Arcade Fire. The Canadian indie heroes have been pretty quiet of late… the only murmurs that have permeated our newsfeeds were allegations of pop diva Delta Goodrem ripping off their classic track “Rebellion (Lies)”… Until they announced they were releasing a double album!
It’s a brave (or very silly) move releasing a two disc set in the current musical climate. We are as a society increasingly time-poor and more inclined to consume and discard musical titbits… either via streaming or downloads, the content of which is often relegated to some dusty hard drive never to be heard again (or deleted completely) unless it was totally mind blowing. There are exceptions of course, die hard music collectors and audiophiles are still out there (this reviewer’s musical completism borders on the obsessive compulsive) but the only artist in recent memory to release a double album was Neil Young and… well, he’s Neil Young.
Inspired in part by vocalist/guitarist Win Butler and multi-instrumentalist Régine Chassagne undertaking a trip to Haiti, the album exhibits a few telltale signs: a Caribbean beat here, a steel drum-esque synth there, but by and large it’s danceable indie pop… and yes, amazingly given their success, we can still call them indie: Thank you Merge records.
Kicking off with the unremarkable title cut (ignoring the pointless pre-gap hidden track), the album gives one a fearful notion that they are to be bored to death by two discs of meek Canadian quasi-disco, however, the second track “We Exist” leaps quickly to the rescue. This track demonstrates what is to be the meat-and-potatoes of the album. Hook laden bass & synth lines with layers of guitar, multitracked vocals….and a few more synths for good measure.
Being as most of the band members are multi-instrumentalists, it’s difficult to know just who’s playing what, but interestingly for a rock/pop album, the synth and basslines drive & shape the songs and are the heroes of the record. Not to take anything away from the other instruments, but therein is the pulse of Reflektor.
The first disc is loaded with pop treats and interesting sonic explorations. “Here Comes The Night Time” and “Joan Of Arc” both begin with surprisingly quick tempos but glide down to an easier pace in what is a really interesting application of rhythmic dynamism. The latter in particular begins as if it’s gonna be a hardcore punk beatdown, but it quickly morphs into the swinging tempo that’s the backbone of the song. Initially this leaves you feeling a little let down and emotionally short-changed, but the track is terrific and the infectious bassline (not to mention the great vocal harmonies) underscores just how important it is to the album… and this song in particular.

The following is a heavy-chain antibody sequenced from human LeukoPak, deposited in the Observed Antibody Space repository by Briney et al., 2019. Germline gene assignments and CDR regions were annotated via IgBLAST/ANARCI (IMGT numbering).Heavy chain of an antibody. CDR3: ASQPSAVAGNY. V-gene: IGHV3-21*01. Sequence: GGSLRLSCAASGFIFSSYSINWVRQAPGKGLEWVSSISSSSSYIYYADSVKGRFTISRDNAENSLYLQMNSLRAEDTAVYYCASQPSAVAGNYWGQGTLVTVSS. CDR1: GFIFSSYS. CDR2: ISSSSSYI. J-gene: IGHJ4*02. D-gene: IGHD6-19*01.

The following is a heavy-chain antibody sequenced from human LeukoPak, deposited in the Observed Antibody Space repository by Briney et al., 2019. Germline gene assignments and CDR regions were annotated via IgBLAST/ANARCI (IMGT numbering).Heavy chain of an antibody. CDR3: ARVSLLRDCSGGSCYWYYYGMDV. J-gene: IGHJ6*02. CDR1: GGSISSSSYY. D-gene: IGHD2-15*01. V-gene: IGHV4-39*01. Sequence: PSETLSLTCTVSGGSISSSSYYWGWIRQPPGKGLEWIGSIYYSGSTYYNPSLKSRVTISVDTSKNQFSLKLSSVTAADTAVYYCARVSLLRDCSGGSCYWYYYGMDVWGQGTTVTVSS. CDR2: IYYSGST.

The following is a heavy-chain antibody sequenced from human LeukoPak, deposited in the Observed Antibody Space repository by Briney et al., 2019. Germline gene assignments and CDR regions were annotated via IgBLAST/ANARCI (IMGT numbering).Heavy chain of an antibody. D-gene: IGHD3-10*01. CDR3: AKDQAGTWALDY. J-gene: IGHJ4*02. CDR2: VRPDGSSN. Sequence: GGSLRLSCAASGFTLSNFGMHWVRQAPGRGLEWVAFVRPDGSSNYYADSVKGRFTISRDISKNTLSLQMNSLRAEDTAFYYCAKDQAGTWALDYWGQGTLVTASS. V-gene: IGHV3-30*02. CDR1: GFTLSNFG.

Ok… disc one is a winner; pure, classy and imaginative pop music. Come on disc two, don’t let the team down!
Beginning with the familiar (to those old enough to remember) ascending cadence of bloop bloop bleeps that marked the beginning of side B of certain cassette tapes, the main body of track one follows. “Here Comes The Night Time II” is a morbid reprise of its namesake, the smouldering ashes of part I… hang on… oh no… “part II”, “reprise”… oh shit, we’re sailing dangerously close to pretentious concept album territory…
Following are “Awful Sound (Oh Eurydice)” and “It’s Never Over (Oh Orpheus)”… Oh Orpheus?…Oh no! Suites? The pompous spectres of Yes and ELP are upon us! Thankfully “Awful Sound” is pretty decent with a crescendo befitting its title, however the cracks are beginning to show… and become crevasses. Much of disc two is really second rate… I mean, with a double album you expect some filler, but you don’t expect it all to be crammed onto the second disc like it was a bonus of studio outtakes or some shit like that. Not a single track on disc two manages to get its hooks into you like practically every song on disc one does. I don’t know if this is an anomaly that applies only to me… but after the musical highs of disc one, what’s offered up next is really quite irritating.
It’s not “bad” music exactly; stylistically it follows suit, but it lacks the focus and drive of its predecessor. Quite a bit of it is undefined droning synth-slop, which, while not unpleasant, is comparatively uninspiring and the eject button beckons increasingly with every arpeggiated synth line. Take the final track “Supersymmetry”; 11 minutes of inoffensive, bland and unnecessary formlessness. No thanks. “Afterlife” is dance worthy but unremarkable and the aforementioned “Awful Sound” has it’s moments, but gimme disc one!
Once again a band reduces the impact of its work by padding it out excessively.
‘Reflektor’ is a frustrating release. Fantastic in parts (the first part) and tiresome elsewhere, it would have received a much higher rating were the second disc up to the quality of the first… or omitted completely.